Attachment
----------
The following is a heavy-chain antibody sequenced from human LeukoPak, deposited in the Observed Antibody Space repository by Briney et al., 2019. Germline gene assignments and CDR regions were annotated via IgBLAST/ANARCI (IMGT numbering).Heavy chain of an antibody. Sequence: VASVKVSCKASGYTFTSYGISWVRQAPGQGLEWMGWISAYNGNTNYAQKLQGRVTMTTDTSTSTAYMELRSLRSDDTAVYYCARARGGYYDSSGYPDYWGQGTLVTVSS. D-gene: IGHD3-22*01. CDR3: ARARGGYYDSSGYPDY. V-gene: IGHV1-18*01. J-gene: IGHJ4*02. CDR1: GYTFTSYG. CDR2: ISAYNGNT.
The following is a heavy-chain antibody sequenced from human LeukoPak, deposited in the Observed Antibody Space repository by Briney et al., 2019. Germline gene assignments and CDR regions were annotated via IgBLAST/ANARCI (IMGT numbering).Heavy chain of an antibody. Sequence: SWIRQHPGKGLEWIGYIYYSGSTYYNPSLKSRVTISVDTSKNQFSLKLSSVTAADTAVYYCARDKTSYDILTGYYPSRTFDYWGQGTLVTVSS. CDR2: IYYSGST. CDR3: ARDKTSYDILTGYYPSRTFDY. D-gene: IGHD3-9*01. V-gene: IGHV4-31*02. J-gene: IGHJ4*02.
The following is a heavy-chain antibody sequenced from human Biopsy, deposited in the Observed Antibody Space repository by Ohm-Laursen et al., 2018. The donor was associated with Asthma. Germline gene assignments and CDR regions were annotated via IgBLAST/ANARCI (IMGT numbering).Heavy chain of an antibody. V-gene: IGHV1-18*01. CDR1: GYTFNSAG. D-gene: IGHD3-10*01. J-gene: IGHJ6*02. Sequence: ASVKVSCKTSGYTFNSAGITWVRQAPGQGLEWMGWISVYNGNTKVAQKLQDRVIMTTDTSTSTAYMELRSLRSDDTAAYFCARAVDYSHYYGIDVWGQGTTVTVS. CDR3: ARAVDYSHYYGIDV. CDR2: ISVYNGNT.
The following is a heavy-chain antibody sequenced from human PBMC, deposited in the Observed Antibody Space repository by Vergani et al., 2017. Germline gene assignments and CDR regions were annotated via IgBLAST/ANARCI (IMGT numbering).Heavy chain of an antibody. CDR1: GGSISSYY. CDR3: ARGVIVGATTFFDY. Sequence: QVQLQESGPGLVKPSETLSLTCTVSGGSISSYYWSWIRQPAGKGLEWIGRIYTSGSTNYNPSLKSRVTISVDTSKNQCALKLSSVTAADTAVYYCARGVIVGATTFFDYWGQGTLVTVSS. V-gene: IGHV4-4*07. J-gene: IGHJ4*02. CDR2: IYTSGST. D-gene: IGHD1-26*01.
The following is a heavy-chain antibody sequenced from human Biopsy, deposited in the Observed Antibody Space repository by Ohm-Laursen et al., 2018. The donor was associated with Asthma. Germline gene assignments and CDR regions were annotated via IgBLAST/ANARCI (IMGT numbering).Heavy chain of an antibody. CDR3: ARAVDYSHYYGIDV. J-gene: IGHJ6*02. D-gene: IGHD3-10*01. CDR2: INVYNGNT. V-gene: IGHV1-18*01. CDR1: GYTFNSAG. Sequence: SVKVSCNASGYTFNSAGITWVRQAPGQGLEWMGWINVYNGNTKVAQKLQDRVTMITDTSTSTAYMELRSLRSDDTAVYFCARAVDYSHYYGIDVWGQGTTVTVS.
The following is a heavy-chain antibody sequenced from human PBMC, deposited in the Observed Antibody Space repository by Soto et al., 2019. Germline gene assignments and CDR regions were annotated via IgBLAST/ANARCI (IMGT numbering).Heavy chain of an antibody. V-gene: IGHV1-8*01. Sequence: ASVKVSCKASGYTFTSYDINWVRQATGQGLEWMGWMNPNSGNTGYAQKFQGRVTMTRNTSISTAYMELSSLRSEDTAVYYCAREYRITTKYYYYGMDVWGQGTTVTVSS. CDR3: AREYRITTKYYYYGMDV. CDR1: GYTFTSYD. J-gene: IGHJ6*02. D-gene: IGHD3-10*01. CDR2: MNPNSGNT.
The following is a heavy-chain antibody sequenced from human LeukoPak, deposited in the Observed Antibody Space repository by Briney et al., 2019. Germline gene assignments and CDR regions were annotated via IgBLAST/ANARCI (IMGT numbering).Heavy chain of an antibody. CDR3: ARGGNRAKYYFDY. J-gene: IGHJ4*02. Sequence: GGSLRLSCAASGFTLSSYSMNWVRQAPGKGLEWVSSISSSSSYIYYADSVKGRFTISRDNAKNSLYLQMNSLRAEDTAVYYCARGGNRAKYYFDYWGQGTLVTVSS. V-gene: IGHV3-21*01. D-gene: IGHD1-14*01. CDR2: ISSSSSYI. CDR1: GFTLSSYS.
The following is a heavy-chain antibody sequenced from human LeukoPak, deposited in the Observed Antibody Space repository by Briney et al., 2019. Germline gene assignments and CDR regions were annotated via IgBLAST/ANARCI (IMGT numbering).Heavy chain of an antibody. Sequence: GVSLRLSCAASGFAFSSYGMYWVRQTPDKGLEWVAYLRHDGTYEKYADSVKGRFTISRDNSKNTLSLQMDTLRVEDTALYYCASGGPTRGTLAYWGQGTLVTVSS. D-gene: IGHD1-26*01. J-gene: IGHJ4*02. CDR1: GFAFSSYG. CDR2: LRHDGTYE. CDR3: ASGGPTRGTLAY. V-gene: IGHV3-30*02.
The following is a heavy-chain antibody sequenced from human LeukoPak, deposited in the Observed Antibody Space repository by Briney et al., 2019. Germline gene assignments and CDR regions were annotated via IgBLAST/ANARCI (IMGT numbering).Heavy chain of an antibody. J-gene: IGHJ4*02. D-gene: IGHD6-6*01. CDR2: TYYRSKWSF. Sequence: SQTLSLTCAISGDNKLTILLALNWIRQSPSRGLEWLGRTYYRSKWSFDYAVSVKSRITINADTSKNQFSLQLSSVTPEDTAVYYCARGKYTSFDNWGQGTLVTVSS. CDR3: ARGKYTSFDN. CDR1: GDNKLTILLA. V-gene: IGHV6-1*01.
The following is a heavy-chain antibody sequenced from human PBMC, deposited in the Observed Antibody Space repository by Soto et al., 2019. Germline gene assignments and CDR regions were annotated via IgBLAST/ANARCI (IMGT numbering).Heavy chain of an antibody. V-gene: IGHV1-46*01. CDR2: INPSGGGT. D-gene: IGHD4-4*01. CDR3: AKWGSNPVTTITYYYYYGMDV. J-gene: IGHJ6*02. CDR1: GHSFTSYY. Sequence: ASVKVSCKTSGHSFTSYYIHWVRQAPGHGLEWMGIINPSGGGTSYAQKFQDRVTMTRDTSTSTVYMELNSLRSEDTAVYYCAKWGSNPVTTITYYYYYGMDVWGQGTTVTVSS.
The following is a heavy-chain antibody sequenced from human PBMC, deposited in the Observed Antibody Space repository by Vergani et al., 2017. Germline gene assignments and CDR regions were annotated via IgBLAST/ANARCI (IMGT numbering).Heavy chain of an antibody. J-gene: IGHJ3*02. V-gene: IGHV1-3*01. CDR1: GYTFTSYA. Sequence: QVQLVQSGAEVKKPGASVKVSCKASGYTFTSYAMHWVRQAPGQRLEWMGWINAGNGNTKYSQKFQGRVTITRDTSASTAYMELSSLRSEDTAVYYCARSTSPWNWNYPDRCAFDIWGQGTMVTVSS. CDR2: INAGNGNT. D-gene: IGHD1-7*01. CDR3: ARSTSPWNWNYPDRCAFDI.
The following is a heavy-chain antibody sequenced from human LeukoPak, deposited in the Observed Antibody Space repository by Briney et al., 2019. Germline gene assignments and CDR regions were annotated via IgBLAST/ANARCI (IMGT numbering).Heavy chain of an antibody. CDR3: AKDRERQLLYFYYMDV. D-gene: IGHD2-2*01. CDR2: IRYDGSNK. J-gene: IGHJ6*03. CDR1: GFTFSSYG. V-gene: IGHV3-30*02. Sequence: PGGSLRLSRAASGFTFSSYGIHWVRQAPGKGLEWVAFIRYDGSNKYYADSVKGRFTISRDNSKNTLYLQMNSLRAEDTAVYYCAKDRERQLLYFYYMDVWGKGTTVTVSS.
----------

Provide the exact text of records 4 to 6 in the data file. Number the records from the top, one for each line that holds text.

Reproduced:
The following is a heavy-chain antibody sequenced from human PBMC, deposited in the Observed Antibody Space repository by Vergani et al., 2017. Germline gene assignments and CDR regions were annotated via IgBLAST/ANARCI (IMGT numbering).Heavy chain of an antibody. CDR1: GGSISSYY. CDR3: ARGVIVGATTFFDY. Sequence: QVQLQESGPGLVKPSETLSLTCTVSGGSISSYYWSWIRQPAGKGLEWIGRIYTSGSTNYNPSLKSRVTISVDTSKNQCALKLSSVTAADTAVYYCARGVIVGATTFFDYWGQGTLVTVSS. V-gene: IGHV4-4*07. J-gene: IGHJ4*02. CDR2: IYTSGST. D-gene: IGHD1-26*01.
The following is a heavy-chain antibody sequenced from human Biopsy, deposited in the Observed Antibody Space repository by Ohm-Laursen et al., 2018. The donor was associated with Asthma. Germline gene assignments and CDR regions were annotated via IgBLAST/ANARCI (IMGT numbering).Heavy chain of an antibody. CDR3: ARAVDYSHYYGIDV. J-gene: IGHJ6*02. D-gene: IGHD3-10*01. CDR2: INVYNGNT. V-gene: IGHV1-18*01. CDR1: GYTFNSAG. Sequence: SVKVSCNASGYTFNSAGITWVRQAPGQGLEWMGWINVYNGNTKVAQKLQDRVTMITDTSTSTAYMELRSLRSDDTAVYFCARAVDYSHYYGIDVWGQGTTVTVS.
The following is a heavy-chain antibody sequenced from human PBMC, deposited in the Observed Antibody Space repository by Soto et al., 2019. Germline gene assignments and CDR regions were annotated via IgBLAST/ANARCI (IMGT numbering).Heavy chain of an antibody. V-gene: IGHV1-8*01. Sequence: ASVKVSCKASGYTFTSYDINWVRQATGQGLEWMGWMNPNSGNTGYAQKFQGRVTMTRNTSISTAYMELSSLRSEDTAVYYCAREYRITTKYYYYGMDVWGQGTTVTVSS. CDR3: AREYRITTKYYYYGMDV. CDR1: GYTFTSYD. J-gene: IGHJ6*02. D-gene: IGHD3-10*01. CDR2: MNPNSGNT.